In order for advocacy for change to be effective, key institutions and individuals have to be engaged in policy making, information sharing, fund raising, and implementation processes (Cohen, 2003). Nonprofits and foundations rely greatly on advocacy for change. For a great deal of good to be realized, a community of practice has to be formed (Cohen, 2003). A community of practice refers to a group of people that engages in processes of collaborative learning within a shared human endeavor domain (Wenger-Trayner & Wenger-Trayner, 2015). The best example is a group of engineers who are engaged on solving similar problems. It could also be a group of surgeons who come together and network and explore new techniques of performing surgeries (Wenger-Trayner & Wenger-Trayner, 2015). In coming together, there is seeking of experience, problem solving, information requests, asset reuse, growing arguments, developing discussions on given subjects, and definitely, documentation of projects (Wenger-Trayner & Wenger-Trayner, 2015). Also, a key aspect of a community of practice is the mapping of knowledge as well as identification of gaps. My community of practice involves advocacy for social change; which aims at creating awareness in communities on matters environmental conservation, peace, security and climate change. Through my community of practice that will comprise organizations and individuals, who will assist me through experience sharing, identification of good practice, raising of questions, addressing of common challenges, and definitely, how to seize opportunities.
A person’s development is affected by everything that exists in their surrounding environment. This is the ecological systems theory coined by Bronfenbrenner (Helm, 2007). Accordingly, a community of practice is supposed to provide the best influence and consequently, the best support system for the advocacy of change that I would like to push for. According to Bronfenbrenner, a person’s environment is divided into the microsystem, the mesosystem, the exosystem, chronosystem and the macrosystem. The microsystem is that which is closest to the person. Examples being work, school, and home. These, therefore, comprise the family, the peers, and caregivers (Winer & Ray, 1994). With this in mind, therefore, the most affected people who this challenge are supposed to assist are communities in places where there is rampant insecurity, areas where nature’s wrath has been felt through natural disasters caused by global warming, and residents of communities affected by water and air pollution. Thus, my community of practice will comprise researchers, social change advocates, funders, advisors, collaborators who will all provide information about environmental conservation, dealing with pollution, and insecurity among various communities in the state.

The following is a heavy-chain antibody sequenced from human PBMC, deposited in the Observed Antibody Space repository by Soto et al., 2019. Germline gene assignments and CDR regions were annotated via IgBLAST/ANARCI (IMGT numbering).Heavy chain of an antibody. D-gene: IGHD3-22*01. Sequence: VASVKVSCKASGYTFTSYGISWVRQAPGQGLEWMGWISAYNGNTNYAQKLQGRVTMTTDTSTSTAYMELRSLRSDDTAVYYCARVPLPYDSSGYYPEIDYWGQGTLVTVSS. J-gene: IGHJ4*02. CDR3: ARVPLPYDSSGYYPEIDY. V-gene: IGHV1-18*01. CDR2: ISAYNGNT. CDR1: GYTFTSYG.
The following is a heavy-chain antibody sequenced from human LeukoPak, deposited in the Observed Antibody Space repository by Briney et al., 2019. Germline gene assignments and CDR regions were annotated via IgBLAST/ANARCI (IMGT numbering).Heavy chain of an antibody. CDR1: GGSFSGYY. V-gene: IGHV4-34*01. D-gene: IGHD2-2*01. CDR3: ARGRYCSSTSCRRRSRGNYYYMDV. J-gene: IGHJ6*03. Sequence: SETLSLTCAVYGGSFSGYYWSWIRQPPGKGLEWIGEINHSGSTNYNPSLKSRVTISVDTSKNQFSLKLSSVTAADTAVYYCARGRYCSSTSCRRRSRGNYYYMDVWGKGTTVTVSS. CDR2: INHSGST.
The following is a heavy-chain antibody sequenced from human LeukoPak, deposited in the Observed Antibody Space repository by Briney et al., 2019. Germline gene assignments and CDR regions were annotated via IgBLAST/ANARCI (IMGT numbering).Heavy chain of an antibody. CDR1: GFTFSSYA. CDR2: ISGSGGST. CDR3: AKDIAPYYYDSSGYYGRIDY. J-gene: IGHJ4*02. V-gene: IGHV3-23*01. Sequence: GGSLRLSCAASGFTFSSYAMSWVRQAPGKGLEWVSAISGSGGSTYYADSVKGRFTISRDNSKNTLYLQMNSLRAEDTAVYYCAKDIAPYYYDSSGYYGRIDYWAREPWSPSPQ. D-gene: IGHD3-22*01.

The aim of this ideal Community of Practice is responsive philanthropy. Thus, institutions to be involved include the Institute for Food and Development Policy, Community Service Society, as well as many other nonprofits and foundations. The goal is the achievement of economic and social justice for everyone in our community and nation. Research will be done by staff members who will be chosen based on merit. Power brokers will be influential government as well as private sector officials. As far as resource provision is concerned, nonprofits and foundations can be effective; but if the corporate, as well as, government sectors are engaged, the advocacy resources will be massive. The organizations to coordinate this challenge will be the Gates Foundation and the Research Centre for International Development. InterAction (www.interaction.org) will be my core collaborators in the Community of Practice.
The community of practice will be involved in the establishment of common information exchange. Webinars as well as informal gatherings will be organized to identify passion-drivers who have to be knowledgeable about the issues of social change to be tackled. One of these groups will be the CSGV – Coalition to Stop Gun Violence.
- Cohen, R. (2003). Advocacy for Social Change in Metropolitan Washington. Washington: National Committe for Responsive Philanthropy.
- Helm, J. (2007). Building communities of practice. YC: Young Children, 12-16.
- Wenger-Trayner, E., & Wenger-Trayner, B. (2015). Introduction to Communities of Practice. Retrieved from Wenger-Trayner: http://wenger-trayner.com/introduction-to-communities-of-practice/
- Winer, M., & Ray, K. (1994). Collaboration Handbook: Creating, Sustaining, and Enjoying the Journey. St. Paul, MN: Fieldstone Alliance.